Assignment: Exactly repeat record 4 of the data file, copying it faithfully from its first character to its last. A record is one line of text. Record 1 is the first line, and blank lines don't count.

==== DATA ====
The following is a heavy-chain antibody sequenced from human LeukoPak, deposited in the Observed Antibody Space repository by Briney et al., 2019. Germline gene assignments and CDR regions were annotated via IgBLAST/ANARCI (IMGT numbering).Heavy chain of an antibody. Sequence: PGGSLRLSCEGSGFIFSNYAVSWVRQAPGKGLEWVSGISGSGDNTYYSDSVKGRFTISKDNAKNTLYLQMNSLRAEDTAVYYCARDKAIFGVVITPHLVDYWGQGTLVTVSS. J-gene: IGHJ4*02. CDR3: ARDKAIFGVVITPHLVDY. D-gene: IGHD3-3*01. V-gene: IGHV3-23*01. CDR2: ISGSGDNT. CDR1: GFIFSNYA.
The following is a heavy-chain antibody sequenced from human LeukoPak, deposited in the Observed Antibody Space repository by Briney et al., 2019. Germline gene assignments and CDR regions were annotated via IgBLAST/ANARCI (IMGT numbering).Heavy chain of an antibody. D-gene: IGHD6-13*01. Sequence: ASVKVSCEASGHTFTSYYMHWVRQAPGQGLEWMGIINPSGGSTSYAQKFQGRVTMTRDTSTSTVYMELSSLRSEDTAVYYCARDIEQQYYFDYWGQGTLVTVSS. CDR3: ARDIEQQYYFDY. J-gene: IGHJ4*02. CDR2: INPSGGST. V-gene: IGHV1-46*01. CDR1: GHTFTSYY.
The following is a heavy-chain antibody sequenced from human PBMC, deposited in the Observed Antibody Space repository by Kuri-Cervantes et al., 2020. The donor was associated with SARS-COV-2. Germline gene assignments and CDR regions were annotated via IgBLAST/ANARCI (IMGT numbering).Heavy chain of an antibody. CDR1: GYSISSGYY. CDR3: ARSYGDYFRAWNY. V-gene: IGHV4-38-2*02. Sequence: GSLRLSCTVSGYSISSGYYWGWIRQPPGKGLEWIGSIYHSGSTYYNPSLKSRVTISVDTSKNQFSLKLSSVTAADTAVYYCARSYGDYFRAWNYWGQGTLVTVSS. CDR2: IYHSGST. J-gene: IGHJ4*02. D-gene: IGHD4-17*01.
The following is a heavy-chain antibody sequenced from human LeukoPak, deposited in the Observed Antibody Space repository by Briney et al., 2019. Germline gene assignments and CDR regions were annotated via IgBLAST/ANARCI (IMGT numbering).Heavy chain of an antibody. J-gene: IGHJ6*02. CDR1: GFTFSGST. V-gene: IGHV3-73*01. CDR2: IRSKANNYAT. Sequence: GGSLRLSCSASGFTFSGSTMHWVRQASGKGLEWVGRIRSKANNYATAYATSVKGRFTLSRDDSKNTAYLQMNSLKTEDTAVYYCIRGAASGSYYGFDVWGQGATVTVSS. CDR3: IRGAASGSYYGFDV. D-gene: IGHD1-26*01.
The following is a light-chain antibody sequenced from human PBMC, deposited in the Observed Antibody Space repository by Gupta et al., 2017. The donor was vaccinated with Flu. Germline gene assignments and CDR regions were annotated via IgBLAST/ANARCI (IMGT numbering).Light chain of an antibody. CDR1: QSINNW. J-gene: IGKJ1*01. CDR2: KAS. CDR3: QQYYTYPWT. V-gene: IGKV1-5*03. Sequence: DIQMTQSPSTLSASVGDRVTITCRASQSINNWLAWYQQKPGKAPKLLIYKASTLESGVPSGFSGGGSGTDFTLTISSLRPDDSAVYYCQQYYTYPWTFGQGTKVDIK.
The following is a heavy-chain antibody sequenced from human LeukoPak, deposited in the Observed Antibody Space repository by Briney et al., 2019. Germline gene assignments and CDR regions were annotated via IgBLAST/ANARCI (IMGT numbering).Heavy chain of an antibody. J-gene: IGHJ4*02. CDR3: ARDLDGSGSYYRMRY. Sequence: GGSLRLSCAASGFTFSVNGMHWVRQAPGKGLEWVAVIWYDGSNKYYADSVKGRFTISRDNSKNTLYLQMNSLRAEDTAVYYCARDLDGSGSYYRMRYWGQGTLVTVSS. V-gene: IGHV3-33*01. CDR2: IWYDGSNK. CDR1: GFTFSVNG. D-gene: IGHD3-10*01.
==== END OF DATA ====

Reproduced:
The following is a heavy-chain antibody sequenced from human LeukoPak, deposited in the Observed Antibody Space repository by Briney et al., 2019. Germline gene assignments and CDR regions were annotated via IgBLAST/ANARCI (IMGT numbering).Heavy chain of an antibody. J-gene: IGHJ6*02. CDR1: GFTFSGST. V-gene: IGHV3-73*01. CDR2: IRSKANNYAT. Sequence: GGSLRLSCSASGFTFSGSTMHWVRQASGKGLEWVGRIRSKANNYATAYATSVKGRFTLSRDDSKNTAYLQMNSLKTEDTAVYYCIRGAASGSYYGFDVWGQGATVTVSS. CDR3: IRGAASGSYYGFDV. D-gene: IGHD1-26*01.